1st new stores set to open at Hunt Valley


The developers of Hunt Valley Towne Centre said yesterday that they have signed nearly two dozen new tenants and that the first stores and restaurants will begin opening at the end of the month.

Greenberg Commercial, which is redeveloping the center from a depressed enclosed mall to an open-air "Main Street" style market, said the new tenants have leased 90,000 square feet and include national chains and well-known local companies.

The first stores will open this month in four free-standing buildings near the front of the mall that Greenberg calls the "fast, casual restaurant corridor."

Tenants, some of which will open later this spring and summer, include Caribou Coffee, Carmine's Italian restaurant, Cingular Wireless, Chipotle Mexican restaurant, EB Games, Gelato Factory, Calvert Wine & Spirits, Quiznos, Panera Bread, and Noodles & Co.

Wegmans Food Market Inc., a gourmet supermarket chain based in Rochester, N.Y., is expected to open a store in August, Greenberg said. Greetings & Readings, one of Maryland's largest independent bookstores, announced this summer that it would open a 28,500-square-foot store at the center.

At least half of the mall should be open May 1, said Brian Gibbons, president and chief executive officer at Greenberg. The rest of the center should open by August, with Wegmans in the middle of the month. The site is more than 85 percent leased.

"Wegmans construction is doing great," Gibbons said. "But good service is very important to them. They'll spend three months training 600 to 700 employees." The grocer typically ranks among top employers in national surveys. It opened a store in Northern Virginia last year.

Hunt Valley Mall's existing tenants include Sears, Dick's Sporting Goods, Wal-Mart Stores Inc., Burlington Coat Factory, DSW shoe store, Regal Cinema, Outback Steakhouse and Carrabba's Italian Grill.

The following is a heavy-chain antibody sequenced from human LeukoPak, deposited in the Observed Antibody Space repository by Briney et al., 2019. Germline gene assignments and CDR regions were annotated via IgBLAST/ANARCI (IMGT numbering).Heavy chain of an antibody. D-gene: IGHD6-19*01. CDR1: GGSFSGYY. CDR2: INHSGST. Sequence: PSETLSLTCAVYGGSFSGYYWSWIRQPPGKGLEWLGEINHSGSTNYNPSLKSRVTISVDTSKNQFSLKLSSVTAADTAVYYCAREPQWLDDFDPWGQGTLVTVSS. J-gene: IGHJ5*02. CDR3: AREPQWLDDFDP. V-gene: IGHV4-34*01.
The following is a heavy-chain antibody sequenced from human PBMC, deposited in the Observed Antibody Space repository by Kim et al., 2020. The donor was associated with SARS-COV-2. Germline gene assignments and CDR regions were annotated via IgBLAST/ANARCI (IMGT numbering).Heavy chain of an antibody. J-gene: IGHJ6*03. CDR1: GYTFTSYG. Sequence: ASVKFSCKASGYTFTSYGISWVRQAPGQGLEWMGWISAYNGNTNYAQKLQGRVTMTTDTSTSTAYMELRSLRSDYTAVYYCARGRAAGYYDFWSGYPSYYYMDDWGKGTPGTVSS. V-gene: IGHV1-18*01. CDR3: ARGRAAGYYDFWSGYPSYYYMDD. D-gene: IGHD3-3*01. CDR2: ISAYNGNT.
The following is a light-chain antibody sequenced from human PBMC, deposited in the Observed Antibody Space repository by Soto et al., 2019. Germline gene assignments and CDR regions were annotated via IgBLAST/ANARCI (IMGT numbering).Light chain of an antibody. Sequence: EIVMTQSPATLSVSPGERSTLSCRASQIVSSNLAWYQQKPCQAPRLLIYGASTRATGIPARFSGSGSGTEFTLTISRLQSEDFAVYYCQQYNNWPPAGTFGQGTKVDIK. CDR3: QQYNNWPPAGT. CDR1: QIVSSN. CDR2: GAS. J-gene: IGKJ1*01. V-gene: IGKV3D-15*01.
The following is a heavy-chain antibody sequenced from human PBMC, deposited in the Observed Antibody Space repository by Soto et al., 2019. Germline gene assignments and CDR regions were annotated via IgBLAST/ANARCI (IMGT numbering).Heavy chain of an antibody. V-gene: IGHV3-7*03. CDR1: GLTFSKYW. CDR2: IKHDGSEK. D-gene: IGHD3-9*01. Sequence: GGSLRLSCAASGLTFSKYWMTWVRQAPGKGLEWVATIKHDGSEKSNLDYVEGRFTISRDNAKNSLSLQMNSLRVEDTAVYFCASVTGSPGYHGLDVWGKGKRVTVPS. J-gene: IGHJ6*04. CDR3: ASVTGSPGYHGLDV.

Since it opened 22 years ago, Hunt Valley has struggled in spite of being in a relatively affluent, if not densely populated, residential area. The closing of Macy's as an anchor in 1992 spurred an exodus of other stores. Two other developers tried to transform Hunt Valley Mall but never followed through on plans.

The current remake will include 980,000 square feet of space, with about 260,000 square feet in the open air "Main Street" style portion. Tenants scheduled to move into that area include three apparel stores: women's clothing store Coldwater Creek, men's clothier Jos. A. Bank and Ann Taylor Loft, a discounted upscale women's store.

Several full-service restaurants have also signed leases: Cheeburger Cheeburger, a 1950s-style burger and malt shop; Damon's Sports Theater, Greystone Grille and Jesse Wong's Open Kitchen.

The center, off Shawan Road, also will house an eyewear store, salon, spa, shoe store, florist and craft gallery. Greenberg is also negotiating leases with at least three other clothing retailers.

Greenberg is developing the mall in partnership with the real estate investment arm of Prudential Financial Inc.

The company said that more than 1 million consumers live within 15 miles of the mall and have an average household income exceeding $140,000. The mall will also be a short drive from competitors in Towson and White Marsh.

Gibbons said he expects a "spectacular" lunch business because it is surrounded by 7 million square feet of office space and five hotels.

"It's a different destination," he said of Hunt Valley. "This will provide a much better, less congested entertainment venue."

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